In street slang, to play it up means (or sometimes meant) to play hard at it, to act as though you’re somewhat better than you are, to take on a role that’s beyond you, or to simply give the impression that you think you’re better than others. Sometimes this is the clear effect of an accusation meant to humiliate, to dissuade one from wanting to be more or other (in such a frame of mind, these come to the same thing). In one stroke someone’s ascribing to you that which you’re being denied, giving you a warning: you are like us, exactly like us, and you will be less if you try to be more, if you so much as appear to in our eyes. Sometimes it’s enough to live in a different neighborhood, to have a certain way of talking or pair of shoes. Showing off is too indulgent, too complicit in the sham, or too knowing of the illusion. To play it up is to put on airs in a manner intolerable for those who note or speak on it; there’s always provocation and menace while hardly comprehending its source. Inevitably, one must play it up in order to accuse someone else of playing it up—playing at what, if not at life and death. The announcement that someone’s playing it up might possibly precede a good thrashing.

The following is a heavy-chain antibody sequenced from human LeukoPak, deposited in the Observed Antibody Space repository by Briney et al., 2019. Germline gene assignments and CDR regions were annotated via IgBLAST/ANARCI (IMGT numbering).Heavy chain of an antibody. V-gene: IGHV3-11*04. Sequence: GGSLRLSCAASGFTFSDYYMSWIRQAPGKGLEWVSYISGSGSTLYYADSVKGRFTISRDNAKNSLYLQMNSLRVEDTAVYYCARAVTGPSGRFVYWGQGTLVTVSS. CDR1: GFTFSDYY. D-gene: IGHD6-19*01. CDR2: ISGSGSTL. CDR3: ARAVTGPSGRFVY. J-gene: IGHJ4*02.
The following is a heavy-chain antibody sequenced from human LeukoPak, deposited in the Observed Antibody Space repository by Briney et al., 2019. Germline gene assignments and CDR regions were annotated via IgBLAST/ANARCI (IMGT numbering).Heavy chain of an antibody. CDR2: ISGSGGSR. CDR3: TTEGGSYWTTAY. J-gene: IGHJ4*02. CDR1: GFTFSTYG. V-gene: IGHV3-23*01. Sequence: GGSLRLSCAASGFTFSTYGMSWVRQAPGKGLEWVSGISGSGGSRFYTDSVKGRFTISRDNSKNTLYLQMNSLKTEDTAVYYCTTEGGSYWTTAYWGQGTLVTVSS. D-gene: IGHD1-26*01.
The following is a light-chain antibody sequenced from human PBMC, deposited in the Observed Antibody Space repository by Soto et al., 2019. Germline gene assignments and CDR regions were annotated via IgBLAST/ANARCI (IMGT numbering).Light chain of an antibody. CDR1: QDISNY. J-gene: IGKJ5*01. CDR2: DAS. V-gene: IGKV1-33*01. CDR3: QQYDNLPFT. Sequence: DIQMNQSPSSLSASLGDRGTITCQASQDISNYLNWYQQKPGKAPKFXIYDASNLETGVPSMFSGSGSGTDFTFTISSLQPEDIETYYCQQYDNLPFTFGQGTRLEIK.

Nothing of the sort with the few soccer players; the “it” in “play it up” is a game as well as its field, their common stake. And when, on its path, the ball rolls toward the feet of the walker, in a sense the “it” rolls with it. I could never return a ball, neither by foot nor by hand. I know this look of scorn in the more able player, the sarcasm toward any show of readiness. One time I started to limp; this craven trick exempted me from returning the ball, but will I repeat such an act again? I’d watch the all-important ball as if it were a planet loosed of my own mad rebellion; I’d feel several eyes, incredulous as I wavered. (We can make up conversations more or less truthful or likely.

—You want some help?

—Hey, dickhead . . .

—Please, you couldn’t . . . ?

—We know you’re not a slave but . . .

—Say, sir, if you’re a good sport . . . ?

—You want a fuck in the ass or something?) I’d study a thin, discrete light—fearsome, a warm threat, an atmospheric shame filled with tenderness. (How I’d recall the wonderful exhaustions following a game, when Bill would shuttle the team thirty miles.)